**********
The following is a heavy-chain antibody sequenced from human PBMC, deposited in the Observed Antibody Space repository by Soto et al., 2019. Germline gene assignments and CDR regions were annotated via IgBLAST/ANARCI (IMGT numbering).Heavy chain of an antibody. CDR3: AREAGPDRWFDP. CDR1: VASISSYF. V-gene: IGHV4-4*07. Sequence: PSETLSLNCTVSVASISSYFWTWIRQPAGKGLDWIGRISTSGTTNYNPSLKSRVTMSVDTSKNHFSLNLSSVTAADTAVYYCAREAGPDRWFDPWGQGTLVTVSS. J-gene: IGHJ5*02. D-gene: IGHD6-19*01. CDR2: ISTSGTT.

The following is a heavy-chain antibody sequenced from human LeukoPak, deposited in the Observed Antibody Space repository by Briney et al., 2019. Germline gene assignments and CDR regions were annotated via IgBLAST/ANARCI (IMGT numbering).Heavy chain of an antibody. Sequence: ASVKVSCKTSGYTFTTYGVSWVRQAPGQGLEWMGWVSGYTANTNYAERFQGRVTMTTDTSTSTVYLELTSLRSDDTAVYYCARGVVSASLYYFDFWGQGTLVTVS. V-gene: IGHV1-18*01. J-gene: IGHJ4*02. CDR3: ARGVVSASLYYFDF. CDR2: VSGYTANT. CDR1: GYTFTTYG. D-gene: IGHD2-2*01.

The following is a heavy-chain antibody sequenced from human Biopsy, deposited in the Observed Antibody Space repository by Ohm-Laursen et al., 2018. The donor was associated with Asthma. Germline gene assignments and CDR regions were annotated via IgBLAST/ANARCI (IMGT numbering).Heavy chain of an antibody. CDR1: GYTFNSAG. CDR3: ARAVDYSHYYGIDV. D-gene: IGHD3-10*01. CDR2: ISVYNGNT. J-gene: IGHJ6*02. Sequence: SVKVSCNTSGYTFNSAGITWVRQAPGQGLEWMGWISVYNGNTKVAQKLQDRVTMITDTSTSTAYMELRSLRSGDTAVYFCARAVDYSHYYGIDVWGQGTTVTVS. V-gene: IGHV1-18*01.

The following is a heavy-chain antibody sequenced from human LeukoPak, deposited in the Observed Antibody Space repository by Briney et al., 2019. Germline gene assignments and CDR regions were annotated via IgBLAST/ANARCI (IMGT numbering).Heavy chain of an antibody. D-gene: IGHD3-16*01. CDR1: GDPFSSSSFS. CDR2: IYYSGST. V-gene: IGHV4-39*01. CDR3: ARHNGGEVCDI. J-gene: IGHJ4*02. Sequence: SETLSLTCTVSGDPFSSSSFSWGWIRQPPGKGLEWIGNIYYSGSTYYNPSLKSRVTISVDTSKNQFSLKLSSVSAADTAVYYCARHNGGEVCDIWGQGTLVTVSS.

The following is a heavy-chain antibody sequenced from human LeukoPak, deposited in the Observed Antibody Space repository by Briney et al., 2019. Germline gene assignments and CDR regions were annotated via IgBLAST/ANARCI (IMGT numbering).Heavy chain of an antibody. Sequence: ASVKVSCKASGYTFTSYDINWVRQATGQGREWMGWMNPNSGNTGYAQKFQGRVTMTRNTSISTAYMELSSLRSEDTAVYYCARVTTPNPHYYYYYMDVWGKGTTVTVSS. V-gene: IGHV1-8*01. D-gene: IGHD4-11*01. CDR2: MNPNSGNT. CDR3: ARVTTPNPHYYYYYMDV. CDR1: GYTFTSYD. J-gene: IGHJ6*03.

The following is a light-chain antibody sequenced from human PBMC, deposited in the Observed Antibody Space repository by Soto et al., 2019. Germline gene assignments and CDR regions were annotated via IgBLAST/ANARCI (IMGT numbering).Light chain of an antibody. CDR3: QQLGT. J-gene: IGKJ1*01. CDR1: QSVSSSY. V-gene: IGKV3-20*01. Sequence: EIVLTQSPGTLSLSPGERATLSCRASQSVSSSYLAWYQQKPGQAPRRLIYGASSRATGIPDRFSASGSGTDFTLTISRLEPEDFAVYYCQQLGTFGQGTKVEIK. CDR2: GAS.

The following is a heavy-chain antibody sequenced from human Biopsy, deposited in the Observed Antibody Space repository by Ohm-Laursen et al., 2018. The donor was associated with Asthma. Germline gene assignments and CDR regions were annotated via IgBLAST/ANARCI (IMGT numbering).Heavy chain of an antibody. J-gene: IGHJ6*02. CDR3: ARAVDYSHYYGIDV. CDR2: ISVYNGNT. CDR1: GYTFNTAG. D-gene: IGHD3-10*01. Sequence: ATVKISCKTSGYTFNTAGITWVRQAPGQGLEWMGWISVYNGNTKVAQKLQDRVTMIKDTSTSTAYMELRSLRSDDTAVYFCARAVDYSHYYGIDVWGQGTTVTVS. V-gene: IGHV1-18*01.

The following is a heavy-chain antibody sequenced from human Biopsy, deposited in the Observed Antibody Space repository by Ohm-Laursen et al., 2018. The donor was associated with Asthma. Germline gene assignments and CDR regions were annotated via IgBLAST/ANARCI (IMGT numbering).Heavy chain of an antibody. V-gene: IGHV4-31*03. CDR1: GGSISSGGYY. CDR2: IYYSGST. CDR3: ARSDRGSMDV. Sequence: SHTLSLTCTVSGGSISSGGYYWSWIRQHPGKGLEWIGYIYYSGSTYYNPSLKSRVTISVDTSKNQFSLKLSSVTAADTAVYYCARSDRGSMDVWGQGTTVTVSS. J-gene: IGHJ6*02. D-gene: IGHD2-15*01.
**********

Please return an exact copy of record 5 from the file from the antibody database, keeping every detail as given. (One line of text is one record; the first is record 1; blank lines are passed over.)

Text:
The following is a heavy-chain antibody sequenced from human LeukoPak, deposited in the Observed Antibody Space repository by Briney et al., 2019. Germline gene assignments and CDR regions were annotated via IgBLAST/ANARCI (IMGT numbering).Heavy chain of an antibody. Sequence: ASVKVSCKASGYTFTSYDINWVRQATGQGREWMGWMNPNSGNTGYAQKFQGRVTMTRNTSISTAYMELSSLRSEDTAVYYCARVTTPNPHYYYYYMDVWGKGTTVTVSS. V-gene: IGHV1-8*01. D-gene: IGHD4-11*01. CDR2: MNPNSGNT. CDR3: ARVTTPNPHYYYYYMDV. CDR1: GYTFTSYD. J-gene: IGHJ6*03.